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Evidence-Based Complementary and Alternative Medicine
Volume 2012 (2012), Article ID 647896, 10 pages
Research Article

The Flexner Report of 1910 and Its Impact on Complementary and Alternative Medicine and Psychiatry in North America in the 20th Century

Department of Community Health Sciences, Faculty of Medicine, University of Calgary, Teaching Research and Wellness Building, 3E41, 3280 Hospital Drive N.W., Calgary, AB, Canada T2N 4Z6

Received 17 September 2012; Accepted 28 November 2012

Academic Editor: Melzer Jörg

Copyright © 2012 Frank W. Stahnisch and Marja Verhoef. This is an open access article distributed under the Creative Commons Attribution License, which permits unrestricted use, distribution, and reproduction in any medium, provided the original work is properly cited.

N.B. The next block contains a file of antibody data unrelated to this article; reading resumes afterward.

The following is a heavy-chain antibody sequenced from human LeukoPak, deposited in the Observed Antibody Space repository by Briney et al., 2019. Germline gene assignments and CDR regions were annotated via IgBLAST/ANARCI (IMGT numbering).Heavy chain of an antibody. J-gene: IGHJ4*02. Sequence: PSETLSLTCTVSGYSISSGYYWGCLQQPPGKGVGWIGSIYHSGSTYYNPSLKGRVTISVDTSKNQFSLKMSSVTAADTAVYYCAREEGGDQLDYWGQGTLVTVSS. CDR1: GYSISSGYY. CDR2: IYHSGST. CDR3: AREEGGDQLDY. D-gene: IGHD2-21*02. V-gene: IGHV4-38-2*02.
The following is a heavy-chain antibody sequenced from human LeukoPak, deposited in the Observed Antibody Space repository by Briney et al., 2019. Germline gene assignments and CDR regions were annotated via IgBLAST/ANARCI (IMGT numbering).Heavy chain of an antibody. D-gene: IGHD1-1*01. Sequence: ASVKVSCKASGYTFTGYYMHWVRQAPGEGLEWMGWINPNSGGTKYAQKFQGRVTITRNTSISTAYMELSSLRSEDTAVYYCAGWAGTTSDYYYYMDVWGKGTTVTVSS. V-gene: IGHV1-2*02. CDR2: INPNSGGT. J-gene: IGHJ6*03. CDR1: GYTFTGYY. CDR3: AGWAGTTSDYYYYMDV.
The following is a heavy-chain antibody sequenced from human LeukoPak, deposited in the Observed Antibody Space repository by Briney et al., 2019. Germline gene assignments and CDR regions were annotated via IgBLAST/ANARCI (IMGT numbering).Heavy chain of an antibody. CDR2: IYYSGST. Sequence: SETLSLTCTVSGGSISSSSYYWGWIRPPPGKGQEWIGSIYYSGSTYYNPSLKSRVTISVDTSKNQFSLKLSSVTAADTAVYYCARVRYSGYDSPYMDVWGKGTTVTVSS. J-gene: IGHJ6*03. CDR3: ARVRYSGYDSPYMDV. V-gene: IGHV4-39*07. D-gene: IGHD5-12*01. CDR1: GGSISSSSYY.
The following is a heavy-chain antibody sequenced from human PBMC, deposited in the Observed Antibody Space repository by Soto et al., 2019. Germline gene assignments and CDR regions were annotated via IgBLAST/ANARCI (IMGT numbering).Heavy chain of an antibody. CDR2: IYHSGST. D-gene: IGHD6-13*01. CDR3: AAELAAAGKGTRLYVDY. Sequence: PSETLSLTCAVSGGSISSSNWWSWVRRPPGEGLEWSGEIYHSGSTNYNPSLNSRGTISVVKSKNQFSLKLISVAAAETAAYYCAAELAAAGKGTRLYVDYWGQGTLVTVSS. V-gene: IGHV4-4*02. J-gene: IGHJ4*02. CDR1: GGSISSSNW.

America experienced a genuinely vast development of biomedical science in the early decades of the twentieth century, which in turn impacted the community of academic psychiatry and changed the way in which clinical and basic research approaches in psychiatry were conceptualized. This development was largely based on the restructuring of research universities in both of the USA and Canada following the influential report of Johns Hopkins-trained science administrator and politician Abraham Flexner (1866–1959). Flexner’s report written in commission for the Carnegie Foundation for the Advancement of Teaching in Washington, DC, also had a major influence on complementary and alternative medicine (CAM) in psychiatry throughout the 20th century. This paper explores the lasting impact of Flexner’s research published on modern medicine and particularly on what he interpreted as the various forms of health care and psychiatric treatment that appeared to compete with the paradigm of biomedicine. We will particularly draw attention to the serious effects of the closing of so many CAM-oriented hospitals, colleges, and medical teaching programs following to the publication of the Flexner Report in 1910.